In this series, we discuss some of the complexities to consider when expanding your business across borders, or if you’re looking at multinational investment. There are many general issues, and different countries have very different legislation, regulation and tax regimes.

Here, we review some of the complexities to keep in mind when expanding or investing into Alemania.

Read ‘Complexities in New Markets: Germany’ everywhere you go


Germany’s strengths are its location at the centre of Europe, its political stability, its powerful and diversified industrial network, reliable and expansive infrastructure, favourable social climate, and stable legal framework. When you add its highly qualified and well-educated workforce, it’s easy to see why it ranks 22/190 for Ease of Doing Business.

One of the founding EU member states, Germany is a linchpin for both policy and guidance for the EU. It has one of the strongest economies and largest populations (83.1 million) in the EU, and its borders touch nine other countries (eight of which are EU member states).

It does have weaknesses, though. Germany has relatively high tax rates (for both individuals and businesses) which will take some 220 hours per year to administer, fairly rigid labour laws, and its aging population affects its growth. In addition, the national parliamentary election scheduled for September 2021 could lead to changes in legislation and regulation.


Germany is actively looking for FDI in the following sectors: consumer services, high-tech, multimedia, electronics, health and biotech, and renewable energy. Germany has an ambitious development plan for solar, wind, and renewable energy storage, and aims to be greenhouse gas neutral by 2045.

The updated Renewable Energy Act (EEG) includes the aim to have all electricity generated or consumed in Germany to be produced in a climate-neutral way before 2050. The country has also made their goal of 65% renewables share of power consumption legally binding.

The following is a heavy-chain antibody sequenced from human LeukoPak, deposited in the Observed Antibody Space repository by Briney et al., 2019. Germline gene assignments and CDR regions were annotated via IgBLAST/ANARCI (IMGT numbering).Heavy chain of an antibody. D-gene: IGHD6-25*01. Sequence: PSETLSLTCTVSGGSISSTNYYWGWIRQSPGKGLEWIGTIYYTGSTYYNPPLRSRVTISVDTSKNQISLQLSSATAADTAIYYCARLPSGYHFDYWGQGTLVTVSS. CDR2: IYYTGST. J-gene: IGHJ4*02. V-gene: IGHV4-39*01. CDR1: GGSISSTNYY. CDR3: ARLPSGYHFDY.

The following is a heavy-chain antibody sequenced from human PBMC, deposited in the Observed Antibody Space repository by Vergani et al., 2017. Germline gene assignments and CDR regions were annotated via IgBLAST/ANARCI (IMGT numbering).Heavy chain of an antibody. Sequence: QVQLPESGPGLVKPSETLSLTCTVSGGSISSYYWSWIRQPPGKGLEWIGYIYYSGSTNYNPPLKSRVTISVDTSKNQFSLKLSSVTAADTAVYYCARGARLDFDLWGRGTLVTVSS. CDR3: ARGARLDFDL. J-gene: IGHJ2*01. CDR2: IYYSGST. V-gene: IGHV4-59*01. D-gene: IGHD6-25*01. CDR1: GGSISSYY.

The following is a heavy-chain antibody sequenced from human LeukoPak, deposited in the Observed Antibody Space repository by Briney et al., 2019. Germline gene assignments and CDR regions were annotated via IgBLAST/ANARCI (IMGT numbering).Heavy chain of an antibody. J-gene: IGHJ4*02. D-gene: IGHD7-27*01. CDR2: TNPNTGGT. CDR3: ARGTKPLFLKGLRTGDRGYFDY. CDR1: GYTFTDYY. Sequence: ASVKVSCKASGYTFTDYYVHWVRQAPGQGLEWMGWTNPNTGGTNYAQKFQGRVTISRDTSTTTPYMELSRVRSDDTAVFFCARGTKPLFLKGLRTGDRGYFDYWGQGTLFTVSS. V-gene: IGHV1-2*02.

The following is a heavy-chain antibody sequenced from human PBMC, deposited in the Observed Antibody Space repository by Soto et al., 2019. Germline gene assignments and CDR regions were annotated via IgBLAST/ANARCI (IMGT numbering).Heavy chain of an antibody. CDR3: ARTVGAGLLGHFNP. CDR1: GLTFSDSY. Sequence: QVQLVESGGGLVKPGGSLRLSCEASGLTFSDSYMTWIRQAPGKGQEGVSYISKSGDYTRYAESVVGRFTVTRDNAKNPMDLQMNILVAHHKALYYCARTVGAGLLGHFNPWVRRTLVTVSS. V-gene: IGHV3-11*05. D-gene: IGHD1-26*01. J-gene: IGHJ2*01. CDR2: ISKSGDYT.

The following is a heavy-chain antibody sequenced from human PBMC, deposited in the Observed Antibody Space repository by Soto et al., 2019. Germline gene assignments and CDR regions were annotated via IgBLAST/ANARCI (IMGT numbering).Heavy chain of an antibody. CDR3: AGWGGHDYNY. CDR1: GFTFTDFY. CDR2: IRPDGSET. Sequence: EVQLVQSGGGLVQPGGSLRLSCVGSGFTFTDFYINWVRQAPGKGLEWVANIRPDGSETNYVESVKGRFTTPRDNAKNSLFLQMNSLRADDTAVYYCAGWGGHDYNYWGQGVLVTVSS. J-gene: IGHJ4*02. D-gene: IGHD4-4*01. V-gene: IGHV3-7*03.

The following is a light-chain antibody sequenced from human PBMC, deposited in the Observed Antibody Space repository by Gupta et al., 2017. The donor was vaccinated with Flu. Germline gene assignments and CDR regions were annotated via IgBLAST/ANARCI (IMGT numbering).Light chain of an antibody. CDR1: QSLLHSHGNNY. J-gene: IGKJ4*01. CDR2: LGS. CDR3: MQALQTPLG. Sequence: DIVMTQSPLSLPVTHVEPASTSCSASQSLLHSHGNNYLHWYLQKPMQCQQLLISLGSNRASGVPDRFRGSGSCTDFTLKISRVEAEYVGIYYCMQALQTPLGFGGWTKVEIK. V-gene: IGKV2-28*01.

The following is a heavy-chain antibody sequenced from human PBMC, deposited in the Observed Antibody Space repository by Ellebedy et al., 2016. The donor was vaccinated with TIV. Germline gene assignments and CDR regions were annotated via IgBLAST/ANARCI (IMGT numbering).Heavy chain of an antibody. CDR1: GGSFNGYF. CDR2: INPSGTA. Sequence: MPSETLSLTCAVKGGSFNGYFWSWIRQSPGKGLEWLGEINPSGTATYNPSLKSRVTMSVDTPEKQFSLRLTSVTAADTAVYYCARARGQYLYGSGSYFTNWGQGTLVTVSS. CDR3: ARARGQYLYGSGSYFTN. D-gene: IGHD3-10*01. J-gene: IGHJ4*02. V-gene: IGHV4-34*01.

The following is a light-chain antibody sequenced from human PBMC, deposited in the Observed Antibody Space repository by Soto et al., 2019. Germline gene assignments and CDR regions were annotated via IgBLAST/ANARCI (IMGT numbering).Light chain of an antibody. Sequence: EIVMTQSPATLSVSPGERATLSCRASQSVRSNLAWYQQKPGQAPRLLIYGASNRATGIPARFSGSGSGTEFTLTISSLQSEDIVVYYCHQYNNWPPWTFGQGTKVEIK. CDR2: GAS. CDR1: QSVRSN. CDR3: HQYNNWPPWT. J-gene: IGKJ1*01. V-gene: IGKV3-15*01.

In 2020, over 46% of Germany’s power consumption was provided from renewable sources. The government has amended its reformed renewables law, and upgraded the target to 65% by 2030.


It’s easy to see why Germany is an FDI target. Its strong manufacturing base (mainly automotive and mechanical) brings almost 33% of GDP, and it has an international reputation for quality and advanced mechanical / tech expertise. Its central location and excellent logistics network make EU trade incredibly easy; Germany’s infrastructure is one of the most developed in the EU.

Foreign investors are generally treated the same as local investors – there are no specific administrative controls for foreign investments in Germany; no key laws or regulatory authorities governing FDI, though certain sectors are subject to special controls (pharma, military, nuclear, and so on).

There are five free trade zones established under EU law: Bremerhaven, Cuxhaven, Deggendorf, Duisburg and Hamburg.

FDIs in Germany are mostly from the Netherlands, Luxembourg, the U.S., Switzerland, and UK. These five countries together make up more than 60% of the total FDI stock; though France, Italy, Austria, Japan, Spain and Belgium are also investing. FDI funds mainly go to finance / insurance, manufacturing / trade, information and communications, and real estate.

Grants are available in certain sectors and also include EU-funded grants. These cover many sectors, but include tax incentives; cash incentives; cash grants for employers; public loans; and public guarantees.

Doing business & establishing a company

Launching a business in Germany will take around eight days and involve nine different procedures.

There are four main types of structures in Germany, each with their own requirements.

Type No. Partners Capital Liability
Unternehmergesellschaft (UG) (haftungsbeschränkt): Entry level limited liability company No minimum – one or more partners. No minimum, but has to be paid in full at incorporation; 25% of net income must be retained in equity. Limited to the amount of capital contributed by all shareholders.
Gesellschaft mit beschrankter Haftung (GmbH): limited liability company No minimum – one or more partners. €25,000 minimum, at least half fully paid up at incorporation. Limited to the amount of capital contributed by all shareholders.
Aktiengesellschaft (AG): public limited company No minimum – one or more partners. €50,000 minimum, with at least one-quarter fully paid up at incorporation. Limited to the amount of capital contributed by all shareholders.
Offene Handelsgesellschaft (OHG): general partnership Minimum two; no maximum. No minimum requirement Liability is joint and indefinite on the obligations and debts of the company.
Kommanditgesellschat (KG): limited joint-stock partnership Minimum two; no maximum. No minimum requirement The liability of general partners is personal and indefinite. Liability of limited partners is limited to the amount of capital contributed.


Tax & Accounting / Regulatory

Resident and non-resident companies are subject to the same tax treatment in Germany. Non-resident companies are only taxed on their Germany-sourced income, while resident companies are taxed on their worldwide income.